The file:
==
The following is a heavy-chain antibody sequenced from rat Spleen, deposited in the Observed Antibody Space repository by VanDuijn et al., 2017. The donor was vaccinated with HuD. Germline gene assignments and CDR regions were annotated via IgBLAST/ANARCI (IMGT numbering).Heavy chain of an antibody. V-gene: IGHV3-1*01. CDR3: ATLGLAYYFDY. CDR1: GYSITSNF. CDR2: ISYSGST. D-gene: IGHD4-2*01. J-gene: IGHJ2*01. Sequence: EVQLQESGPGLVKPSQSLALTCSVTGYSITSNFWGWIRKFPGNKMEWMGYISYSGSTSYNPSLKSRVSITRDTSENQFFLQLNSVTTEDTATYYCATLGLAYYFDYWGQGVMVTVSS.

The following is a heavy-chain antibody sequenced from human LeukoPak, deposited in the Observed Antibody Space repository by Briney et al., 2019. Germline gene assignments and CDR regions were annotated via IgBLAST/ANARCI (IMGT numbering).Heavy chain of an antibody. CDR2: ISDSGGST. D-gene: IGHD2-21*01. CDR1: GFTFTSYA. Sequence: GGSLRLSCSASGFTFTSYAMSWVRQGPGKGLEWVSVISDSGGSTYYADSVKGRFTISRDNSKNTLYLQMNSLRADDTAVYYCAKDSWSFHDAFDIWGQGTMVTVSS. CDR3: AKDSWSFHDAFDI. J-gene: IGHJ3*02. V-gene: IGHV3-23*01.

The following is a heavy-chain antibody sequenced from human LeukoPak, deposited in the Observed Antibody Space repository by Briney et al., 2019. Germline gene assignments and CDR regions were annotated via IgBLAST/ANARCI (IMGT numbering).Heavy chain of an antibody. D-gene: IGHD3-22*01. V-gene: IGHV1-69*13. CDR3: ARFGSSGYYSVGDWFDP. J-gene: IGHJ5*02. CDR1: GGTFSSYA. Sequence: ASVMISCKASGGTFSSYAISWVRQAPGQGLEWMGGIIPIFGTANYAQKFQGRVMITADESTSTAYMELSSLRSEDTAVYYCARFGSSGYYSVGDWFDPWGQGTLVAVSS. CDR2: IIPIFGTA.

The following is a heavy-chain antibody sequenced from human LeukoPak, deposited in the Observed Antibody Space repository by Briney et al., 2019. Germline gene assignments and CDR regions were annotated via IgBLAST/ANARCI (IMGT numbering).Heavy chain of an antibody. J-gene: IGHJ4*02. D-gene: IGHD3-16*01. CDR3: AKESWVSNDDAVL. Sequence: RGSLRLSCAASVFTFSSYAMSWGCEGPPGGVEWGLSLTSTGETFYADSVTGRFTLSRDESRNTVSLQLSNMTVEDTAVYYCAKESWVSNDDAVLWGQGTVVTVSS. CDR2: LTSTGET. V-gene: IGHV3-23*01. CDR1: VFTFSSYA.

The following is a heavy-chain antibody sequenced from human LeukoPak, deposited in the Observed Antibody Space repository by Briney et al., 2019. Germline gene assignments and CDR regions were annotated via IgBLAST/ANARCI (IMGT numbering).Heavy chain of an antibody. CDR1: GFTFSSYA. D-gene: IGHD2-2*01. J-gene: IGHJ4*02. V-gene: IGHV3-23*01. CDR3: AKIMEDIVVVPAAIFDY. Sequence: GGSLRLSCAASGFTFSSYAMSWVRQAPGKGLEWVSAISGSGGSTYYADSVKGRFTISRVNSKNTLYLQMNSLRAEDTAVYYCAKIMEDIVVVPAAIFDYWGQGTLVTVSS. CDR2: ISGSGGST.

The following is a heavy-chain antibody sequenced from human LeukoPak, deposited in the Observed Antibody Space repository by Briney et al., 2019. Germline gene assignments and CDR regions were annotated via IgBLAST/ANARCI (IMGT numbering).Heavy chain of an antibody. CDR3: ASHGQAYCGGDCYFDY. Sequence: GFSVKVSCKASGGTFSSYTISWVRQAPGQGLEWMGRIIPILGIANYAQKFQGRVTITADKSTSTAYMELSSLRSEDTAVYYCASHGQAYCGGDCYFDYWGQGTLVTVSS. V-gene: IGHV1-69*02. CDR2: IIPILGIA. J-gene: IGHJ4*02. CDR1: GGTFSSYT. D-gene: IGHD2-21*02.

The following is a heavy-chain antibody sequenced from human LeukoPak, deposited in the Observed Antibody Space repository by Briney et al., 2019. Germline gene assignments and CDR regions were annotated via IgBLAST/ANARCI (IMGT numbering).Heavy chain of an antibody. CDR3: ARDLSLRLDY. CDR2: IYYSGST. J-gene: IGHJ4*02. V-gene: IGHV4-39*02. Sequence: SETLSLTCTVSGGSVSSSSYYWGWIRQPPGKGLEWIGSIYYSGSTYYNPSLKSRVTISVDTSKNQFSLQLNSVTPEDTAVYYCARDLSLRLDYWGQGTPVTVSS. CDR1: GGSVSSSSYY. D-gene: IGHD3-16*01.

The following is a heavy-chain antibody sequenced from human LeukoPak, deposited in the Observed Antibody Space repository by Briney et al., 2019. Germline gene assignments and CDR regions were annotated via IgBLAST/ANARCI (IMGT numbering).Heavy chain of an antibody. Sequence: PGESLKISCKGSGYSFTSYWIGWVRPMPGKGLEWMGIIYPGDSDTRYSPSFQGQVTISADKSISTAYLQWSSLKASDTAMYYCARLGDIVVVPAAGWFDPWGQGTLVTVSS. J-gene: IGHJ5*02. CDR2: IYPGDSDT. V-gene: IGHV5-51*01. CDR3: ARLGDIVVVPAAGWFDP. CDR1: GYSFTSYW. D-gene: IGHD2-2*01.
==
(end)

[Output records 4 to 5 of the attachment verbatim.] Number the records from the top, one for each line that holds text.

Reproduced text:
The following is a heavy-chain antibody sequenced from human LeukoPak, deposited in the Observed Antibody Space repository by Briney et al., 2019. Germline gene assignments and CDR regions were annotated via IgBLAST/ANARCI (IMGT numbering).Heavy chain of an antibody. J-gene: IGHJ4*02. D-gene: IGHD3-16*01. CDR3: AKESWVSNDDAVL. Sequence: RGSLRLSCAASVFTFSSYAMSWGCEGPPGGVEWGLSLTSTGETFYADSVTGRFTLSRDESRNTVSLQLSNMTVEDTAVYYCAKESWVSNDDAVLWGQGTVVTVSS. CDR2: LTSTGET. V-gene: IGHV3-23*01. CDR1: VFTFSSYA.

The following is a heavy-chain antibody sequenced from human LeukoPak, deposited in the Observed Antibody Space repository by Briney et al., 2019. Germline gene assignments and CDR regions were annotated via IgBLAST/ANARCI (IMGT numbering).Heavy chain of an antibody. CDR1: GFTFSSYA. D-gene: IGHD2-2*01. J-gene: IGHJ4*02. V-gene: IGHV3-23*01. CDR3: AKIMEDIVVVPAAIFDY. Sequence: GGSLRLSCAASGFTFSSYAMSWVRQAPGKGLEWVSAISGSGGSTYYADSVKGRFTISRVNSKNTLYLQMNSLRAEDTAVYYCAKIMEDIVVVPAAIFDYWGQGTLVTVSS. CDR2: ISGSGGST.